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Learning Theories for L&D Practitioners

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★★★★★  “This course was very helpful in understanding different learning theories and how they can be applied to create more effective training programs.” J. Carol L&D Practitioner 

Learning Theories | Online Training Program for L&D Professionals


Program Overview:

This online training program is designed for learning and development professionals who want to learn about different theories of learning and how they can be applied in order to create more effective training programs.

The program is divided into several modules, each of which covers a different aspect related learning theories:

Experiential Learning:

This module introduces you to experiential learning theory. You will learn about how people learn from doing and how this can be used to create more effective training programs. Key concepts covered in this module include Kolb’s Learning Cycle and adult learning principles.

Philosophy of learning:

In this module, you will explore different philosophical approaches to learning. You will learn about how these philosophies influence the way we think about learning and how they can be used to create more effective training programs. Key concepts covered in this module include epistemology and ontology.

Learning theory approaches:

In this module, you will compare and contrast different learning theories. You will learn about the strengths and weaknesses of each approach and how they can be used to create more effective training programs.

Motivation theory and learning:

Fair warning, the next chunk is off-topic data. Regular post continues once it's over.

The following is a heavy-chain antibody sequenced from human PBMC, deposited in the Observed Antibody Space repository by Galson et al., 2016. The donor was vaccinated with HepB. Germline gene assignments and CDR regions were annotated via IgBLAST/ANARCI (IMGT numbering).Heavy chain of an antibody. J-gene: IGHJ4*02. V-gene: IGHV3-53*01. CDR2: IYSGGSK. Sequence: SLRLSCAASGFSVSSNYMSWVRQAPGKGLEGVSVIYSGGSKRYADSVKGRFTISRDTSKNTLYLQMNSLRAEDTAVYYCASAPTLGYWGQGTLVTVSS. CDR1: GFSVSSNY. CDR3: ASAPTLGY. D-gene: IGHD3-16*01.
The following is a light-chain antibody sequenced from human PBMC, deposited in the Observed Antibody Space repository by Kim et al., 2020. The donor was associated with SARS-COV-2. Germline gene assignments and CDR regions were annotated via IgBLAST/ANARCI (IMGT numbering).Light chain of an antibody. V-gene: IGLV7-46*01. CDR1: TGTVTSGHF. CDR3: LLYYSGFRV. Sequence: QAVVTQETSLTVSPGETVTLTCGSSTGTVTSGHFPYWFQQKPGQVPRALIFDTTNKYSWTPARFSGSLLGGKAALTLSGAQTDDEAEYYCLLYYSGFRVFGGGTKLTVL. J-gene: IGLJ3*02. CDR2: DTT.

In this module, you will learn about how motivation affects learning. You will explore different theories of motivation and how they can be used to create more effective training programs. Key concepts covered in this module include self-determination theory and expectancy theory.

Behaviorism:

In this module, you will learn about the basics of behaviorism and how it can be used to shape learning experiences. You will also explore some of the key concepts associated with this theory, including reinforcement and punishment.

Cognitivism:

This module will introduce you to the cognitive perspective on learning. You will learn about how people process information and how this affects their ability to learn. Key concepts covered in this module include memory, problem solving, and critical thinking.

Constructivism:

In this module, you will explore the constructivist approach to learning. You will learn about how people create meaning from their experiences and how this affects their learning. Key concepts covered in this module include schema theory and social constructivism.

Critical thinking and evidence-based practice:

In this module, you will learn about how to critically evaluate information and arguments. You will also learn about how to use evidence to support your own practice. Key concepts covered in this module include informal logic and the scientific method.

Knowledge check:

In this module, you will test your knowledge of the material covered in the course. This module includes a final exam as well as a series of quizzes that you can take throughout the course.


Learning outcomes:

By the end of this program, you will be able to:

– Understand different theories of learning and how they can be applied in order to create more effective training programs

– Explain how motivation affects learning and how this can be used to create more engaging training experiences

– Analyze information and arguments using critical thinking skills

– Use evidence to support your own practice

– Test your knowledge of the material covered in the course by taking the final exam.


 

Latest Reviews from Participants in the Program: